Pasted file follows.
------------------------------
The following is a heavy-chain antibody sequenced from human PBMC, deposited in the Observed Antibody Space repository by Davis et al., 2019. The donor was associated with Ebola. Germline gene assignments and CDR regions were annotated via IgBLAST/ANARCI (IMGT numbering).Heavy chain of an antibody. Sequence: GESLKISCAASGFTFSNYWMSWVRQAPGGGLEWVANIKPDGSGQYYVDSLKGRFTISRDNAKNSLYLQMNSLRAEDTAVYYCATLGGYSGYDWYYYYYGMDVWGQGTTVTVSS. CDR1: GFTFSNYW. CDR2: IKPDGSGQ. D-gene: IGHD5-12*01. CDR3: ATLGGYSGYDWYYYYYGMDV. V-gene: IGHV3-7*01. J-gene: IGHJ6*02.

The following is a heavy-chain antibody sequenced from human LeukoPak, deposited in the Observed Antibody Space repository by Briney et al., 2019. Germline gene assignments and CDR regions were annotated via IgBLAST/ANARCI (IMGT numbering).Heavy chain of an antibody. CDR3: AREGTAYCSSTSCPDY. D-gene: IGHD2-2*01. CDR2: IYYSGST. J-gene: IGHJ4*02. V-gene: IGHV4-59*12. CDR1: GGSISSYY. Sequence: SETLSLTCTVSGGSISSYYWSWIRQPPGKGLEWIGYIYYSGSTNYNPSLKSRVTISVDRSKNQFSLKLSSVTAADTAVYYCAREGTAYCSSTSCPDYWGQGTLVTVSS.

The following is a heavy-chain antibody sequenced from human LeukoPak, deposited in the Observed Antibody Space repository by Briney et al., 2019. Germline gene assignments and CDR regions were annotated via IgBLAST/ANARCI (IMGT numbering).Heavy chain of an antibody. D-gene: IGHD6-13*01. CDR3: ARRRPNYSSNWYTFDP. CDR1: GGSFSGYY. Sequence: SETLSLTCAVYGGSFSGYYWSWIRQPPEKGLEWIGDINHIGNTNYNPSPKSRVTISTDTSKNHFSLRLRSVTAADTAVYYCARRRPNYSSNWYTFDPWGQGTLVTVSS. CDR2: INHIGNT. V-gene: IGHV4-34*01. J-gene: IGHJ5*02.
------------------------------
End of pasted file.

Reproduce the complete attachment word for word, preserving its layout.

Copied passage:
The following is a heavy-chain antibody sequenced from human PBMC, deposited in the Observed Antibody Space repository by Davis et al., 2019. The donor was associated with Ebola. Germline gene assignments and CDR regions were annotated via IgBLAST/ANARCI (IMGT numbering).Heavy chain of an antibody. Sequence: GESLKISCAASGFTFSNYWMSWVRQAPGGGLEWVANIKPDGSGQYYVDSLKGRFTISRDNAKNSLYLQMNSLRAEDTAVYYCATLGGYSGYDWYYYYYGMDVWGQGTTVTVSS. CDR1: GFTFSNYW. CDR2: IKPDGSGQ. D-gene: IGHD5-12*01. CDR3: ATLGGYSGYDWYYYYYGMDV. V-gene: IGHV3-7*01. J-gene: IGHJ6*02.

The following is a heavy-chain antibody sequenced from human LeukoPak, deposited in the Observed Antibody Space repository by Briney et al., 2019. Germline gene assignments and CDR regions were annotated via IgBLAST/ANARCI (IMGT numbering).Heavy chain of an antibody. CDR3: AREGTAYCSSTSCPDY. D-gene: IGHD2-2*01. CDR2: IYYSGST. J-gene: IGHJ4*02. V-gene: IGHV4-59*12. CDR1: GGSISSYY. Sequence: SETLSLTCTVSGGSISSYYWSWIRQPPGKGLEWIGYIYYSGSTNYNPSLKSRVTISVDRSKNQFSLKLSSVTAADTAVYYCAREGTAYCSSTSCPDYWGQGTLVTVSS.

The following is a heavy-chain antibody sequenced from human LeukoPak, deposited in the Observed Antibody Space repository by Briney et al., 2019. Germline gene assignments and CDR regions were annotated via IgBLAST/ANARCI (IMGT numbering).Heavy chain of an antibody. D-gene: IGHD6-13*01. CDR3: ARRRPNYSSNWYTFDP. CDR1: GGSFSGYY. Sequence: SETLSLTCAVYGGSFSGYYWSWIRQPPEKGLEWIGDINHIGNTNYNPSPKSRVTISTDTSKNHFSLRLRSVTAADTAVYYCARRRPNYSSNWYTFDPWGQGTLVTVSS. CDR2: INHIGNT. V-gene: IGHV4-34*01. J-gene: IGHJ5*02.